|Christina Dodd: In My Wildest Dreams|
Books (Paperback), ISBN 0-380-81962-7
Celeste left Blythe Hall to train at the Distinguished Academy of Governesses. From there, she journeyed to Paris where she polished her skills. Her education and years in Paris transformed her into a refined beauty, tempting to any warm-blooded man. Now Ellery rises (so to speak) to the occasion.
Garrick Throckmorton, Ellery's older brother, negotiated a solid business deal to marry Ellery to one of England's wealthiest families. Now this interfering beauty threatens to ruin his carefully laid plans. Full of ardor and plenty of bad intentions, Ellery ditches his intended and pursues Celeste.
Garrick steps in before his wedding deal goes sour. At every turn he thwarts Celeste. He'll keep her occupied and out of harm's way until Ellery's wedding day. As one of England's shrewdest and wealthiest businessmen, he knows how to handle a delicate situation. Unlike his impetuous brother, he won't fall under Celeste's spell. Everyone knows Garrick never lets sentiments get in his way. But with Celeste around, he struggles against smoldering emotions that weaken his control. For underneath Garrick's pragmatic demeanor lurks a sexy romantic hero.
A woman on a mission, Celeste refuses to let Garrick obstruct her plans. So why does every encounter with Garrick explode into unwanted passion? This unwelcome attraction to Garrick poses as big a threat to her goal as she presents to Ellery's wedding plans.
When Celeste storms into his life, Garrick discovers one deal he finds hard to control. He won't allow an infatuation to block a business deal that will increase the Throckmorton millions. Celeste never in her wildest dreams believed she'd want the older brother now that she holds Ellery within her grasp.
Christina Dodd blends humor, a dark, brooding hero, and a lively heroine who can mix successfully with the ton upstairs and still sit comfortably at the servant's table below stairs. This gardener's daughter never hides her social status. She uses wit and charm to overcome any objection to her lowly position and to turn the Throckmorton brothers topsy-turvy.
In My Wildest Dreams was a wonderfully funny and heartwarming book. Ms. Valiant wrote the review I would've, if I were any good at writing. Celeste and Garrick really made the pages smolder! Bravo, Christina, and I'm eagerly awaiting your next book.
I have to say however that the other two Crescent Blues reviewers need to either restrict themselves to movie reviews or read more and stop trying to attach movie plotlines to excellent books less. Get a life, ladies. How many plots do you think there are? And do you suppose Hollywood has exclusivity on all of them? Not bloody likely.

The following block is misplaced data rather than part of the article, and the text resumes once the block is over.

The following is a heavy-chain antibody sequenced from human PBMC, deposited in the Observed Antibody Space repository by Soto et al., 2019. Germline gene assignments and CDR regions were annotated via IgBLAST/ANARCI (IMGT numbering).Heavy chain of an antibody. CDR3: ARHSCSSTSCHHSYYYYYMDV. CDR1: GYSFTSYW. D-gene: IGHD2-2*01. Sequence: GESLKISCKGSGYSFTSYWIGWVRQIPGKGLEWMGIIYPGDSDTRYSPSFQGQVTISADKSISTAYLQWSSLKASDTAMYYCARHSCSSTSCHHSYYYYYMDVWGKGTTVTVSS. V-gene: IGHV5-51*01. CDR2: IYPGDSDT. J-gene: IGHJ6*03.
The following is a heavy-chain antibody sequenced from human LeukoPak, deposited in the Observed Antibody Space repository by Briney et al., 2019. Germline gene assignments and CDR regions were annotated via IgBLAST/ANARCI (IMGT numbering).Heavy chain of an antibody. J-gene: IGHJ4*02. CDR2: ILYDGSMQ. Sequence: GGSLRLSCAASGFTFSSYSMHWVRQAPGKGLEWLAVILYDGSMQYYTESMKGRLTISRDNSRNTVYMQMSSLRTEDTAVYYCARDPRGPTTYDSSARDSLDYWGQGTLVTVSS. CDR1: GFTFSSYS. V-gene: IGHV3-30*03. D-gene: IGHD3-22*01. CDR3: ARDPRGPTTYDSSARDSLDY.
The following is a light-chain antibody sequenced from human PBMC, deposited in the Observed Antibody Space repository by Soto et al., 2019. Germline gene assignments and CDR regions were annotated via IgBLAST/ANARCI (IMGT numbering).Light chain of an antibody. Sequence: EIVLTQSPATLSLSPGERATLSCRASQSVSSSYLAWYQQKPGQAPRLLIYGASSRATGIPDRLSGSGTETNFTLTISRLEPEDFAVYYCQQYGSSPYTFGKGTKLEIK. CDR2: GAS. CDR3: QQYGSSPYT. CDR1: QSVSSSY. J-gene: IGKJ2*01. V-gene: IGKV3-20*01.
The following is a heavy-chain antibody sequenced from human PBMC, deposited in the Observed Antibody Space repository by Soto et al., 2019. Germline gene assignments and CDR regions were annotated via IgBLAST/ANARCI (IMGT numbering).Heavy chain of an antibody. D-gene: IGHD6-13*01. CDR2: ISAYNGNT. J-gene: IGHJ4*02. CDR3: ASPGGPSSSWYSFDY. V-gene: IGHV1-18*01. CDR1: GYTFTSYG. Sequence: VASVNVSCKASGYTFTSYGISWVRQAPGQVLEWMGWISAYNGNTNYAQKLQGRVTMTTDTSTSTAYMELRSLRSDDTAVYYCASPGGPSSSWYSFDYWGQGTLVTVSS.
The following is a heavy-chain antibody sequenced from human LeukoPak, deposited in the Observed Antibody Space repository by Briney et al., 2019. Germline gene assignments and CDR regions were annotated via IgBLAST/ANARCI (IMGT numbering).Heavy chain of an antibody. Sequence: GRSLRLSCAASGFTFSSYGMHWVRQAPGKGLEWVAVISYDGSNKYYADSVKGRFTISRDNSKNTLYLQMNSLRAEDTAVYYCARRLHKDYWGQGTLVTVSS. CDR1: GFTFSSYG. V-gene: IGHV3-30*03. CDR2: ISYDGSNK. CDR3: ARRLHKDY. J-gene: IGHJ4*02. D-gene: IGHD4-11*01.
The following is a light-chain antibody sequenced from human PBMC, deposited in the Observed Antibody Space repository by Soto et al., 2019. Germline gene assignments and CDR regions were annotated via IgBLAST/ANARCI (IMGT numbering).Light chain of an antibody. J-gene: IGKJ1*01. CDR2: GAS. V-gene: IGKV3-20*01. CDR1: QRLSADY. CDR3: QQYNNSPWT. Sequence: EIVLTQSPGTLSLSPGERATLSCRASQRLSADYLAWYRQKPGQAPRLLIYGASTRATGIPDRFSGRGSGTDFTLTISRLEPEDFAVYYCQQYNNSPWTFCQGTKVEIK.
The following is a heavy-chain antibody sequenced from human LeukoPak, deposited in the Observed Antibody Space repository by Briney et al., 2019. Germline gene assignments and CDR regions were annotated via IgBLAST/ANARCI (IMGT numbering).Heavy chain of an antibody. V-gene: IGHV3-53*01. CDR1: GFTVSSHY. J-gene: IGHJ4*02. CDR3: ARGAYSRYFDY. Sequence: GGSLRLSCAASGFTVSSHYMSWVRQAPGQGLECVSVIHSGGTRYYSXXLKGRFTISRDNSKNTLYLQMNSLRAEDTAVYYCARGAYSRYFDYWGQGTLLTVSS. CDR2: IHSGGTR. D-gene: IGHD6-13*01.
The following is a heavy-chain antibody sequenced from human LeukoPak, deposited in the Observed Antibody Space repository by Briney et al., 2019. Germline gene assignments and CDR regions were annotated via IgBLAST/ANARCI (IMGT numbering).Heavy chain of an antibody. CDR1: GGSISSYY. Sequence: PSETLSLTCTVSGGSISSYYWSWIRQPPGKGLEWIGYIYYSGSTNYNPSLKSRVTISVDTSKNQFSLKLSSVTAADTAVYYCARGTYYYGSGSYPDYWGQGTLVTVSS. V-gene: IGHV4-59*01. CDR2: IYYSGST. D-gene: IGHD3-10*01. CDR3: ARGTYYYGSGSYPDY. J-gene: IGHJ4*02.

I admit it. I'm only one-third of the way through the book, and already I am fuming. Call me a fuddy-duddy, but this plot is markedly familiar to anyone who likes a good romantic comedy. Sabrina is one of my all-time favorite movies, and I am a fan of the play from which it was adapted (Sabrina Fair). So when I see the same characters and the same stories thinly veiled in a different time period, I wonder....is this an homage to a terrific movie? Will the author let the audience in on this highly private sneak-peek into her personal favorites? Nope. Not a word. Nada. But make no mistake here, gang. Celeste is Sabrina, Garrick is Linus, Ellery is David, and poor Hyacinth is destined to be Elizabeth. Even the side story about the love match between Sabrina's poor widowed father and the cook is mirrored here.
I am usually a fan of Christina Dodd, but this book frustrates me terribly. I think I'll go watch Harrison Ford woo Julia Ormond in the 1995 remake of the Hepburn-Bogart original Sabrina. At least it gives credit where credit is due.
Christina Dodd's In My Wildest Dreams takes its entire plot from the 1950sí movie Sabrina, starring Audrey Hepburn and Humphry Bogart. (A best-forgotten remake starring Harrison Ford appeared in the 1990s.) In Sabrina, the chauffeur's daughter (Hepburn) returns to New York from an education in France, a beautiful, witty, exquisitely dressed woman. Sabrina grew up on the estate of her father's wealthy employer. She plans to seduce and marry the younger of two brothers she had a crush on since childhood. Younger brother is engaged to the daughter of a wealthy family. The marriage will join two major American corporations.
The older brother (Bogart), business-minded and unromantic (as is the elder brother in In My Wildest Dreams), sets out to thwart Sabrina, but falls in love with her and she with him. The movie ends with Sabrina and older brother sailing to France.
Given the similarities, Iím curious, did Ms. Dodd describe the novel as a homage to Sabrina?
Lynn I. Miller
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